• Boat cruises of 3, 4 or 7 nights available. Also hotels on some islands
  • For a holiday to Galapagos it is advisable to book at least 9-12 months ahead
  • The Galápagos Islands tend to be hot with intermittent rain between December and May, cooler and more overcast June to November
  • Walking tours available - see Isabela Island Walking tour holiday idea

 

Read more information about holidays in the Galapagos Islands

Flights from Quito and Guayaquil operate to Baltra and San Cristobal in the Galápagos. All flights to the Galápagos start in Quito and touchdown in Guayaquil en route (return in the same direction).

Please note: there is a 1 hour time difference between Ecuador mainland and Galápagos.

  • It is recommended to stay at least 2 nights in Quito or Guayaquil, Ecuador prior to flying to Galápagos, particularly when taking a cruise.
  • Ecuador has so much variety to offer; the cloud forests, the Amazon, the Andes and colonial cities: Mainland Ecuador and Galápagos is an interesting combination.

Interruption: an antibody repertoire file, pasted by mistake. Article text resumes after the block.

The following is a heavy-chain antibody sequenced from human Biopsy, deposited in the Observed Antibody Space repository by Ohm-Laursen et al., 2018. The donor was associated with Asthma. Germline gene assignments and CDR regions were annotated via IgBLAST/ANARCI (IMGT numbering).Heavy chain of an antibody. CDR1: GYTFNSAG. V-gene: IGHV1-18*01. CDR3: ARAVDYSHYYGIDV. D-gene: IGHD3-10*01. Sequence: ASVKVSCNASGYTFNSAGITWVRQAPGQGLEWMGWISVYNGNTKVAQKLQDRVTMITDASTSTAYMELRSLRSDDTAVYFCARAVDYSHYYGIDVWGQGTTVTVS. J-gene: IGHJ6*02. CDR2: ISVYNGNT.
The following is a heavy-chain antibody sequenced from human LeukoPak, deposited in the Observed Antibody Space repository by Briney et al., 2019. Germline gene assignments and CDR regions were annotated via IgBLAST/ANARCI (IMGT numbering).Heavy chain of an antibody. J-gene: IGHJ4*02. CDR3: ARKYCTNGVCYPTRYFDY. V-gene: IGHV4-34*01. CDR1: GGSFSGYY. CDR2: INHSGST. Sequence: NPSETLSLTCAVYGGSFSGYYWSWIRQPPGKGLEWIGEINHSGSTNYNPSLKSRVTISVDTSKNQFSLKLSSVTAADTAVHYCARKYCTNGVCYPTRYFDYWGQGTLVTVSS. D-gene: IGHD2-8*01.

• A Galápagos holiday also combines well with Peru
  • There are five families of reptiles on the islands: iguanas, lava lizards, geckos, snakes and the giant tortoises. The Galápagos and the Seychelles are the only two island groups in the world which are inhabited by giant tortoises. Of the 27 species of reptiles on the islands, 17 are endemic.
  • Half of the resident population of birds is endemic to the Galápagos, but only 5 of the 19 species of sea birds found on the Galápagos are unique to the islands. These are: the Galápagos penguin, the flightless cormorant, the lava gull, the swallowtail gull and the waved albatross. There are 29 species of land birds on the islands, 22 of which are endemic.
  • The number of native mammals is limited to two species of bats, a few species of rats and, of course, sea lions and seals.
  • The Galápagos are washed by three currents which provide the islands with a rich and diverse underwater fauna. The number of species of fish has been estimated at 306, 17% of which are endemic. 16 species of whales and 7 species of dolphins are also in evidence around the islands.

When to go...

January - The hot / rainy season becomes established. Air and water temperatures rise. ‘Spring’ arrives with the rain and green shoots appear even in arid areas. Land birds nest, land (Isabela)and marine (Espanola) iguana mating season starts. Green turtles start arriving to lay eggs.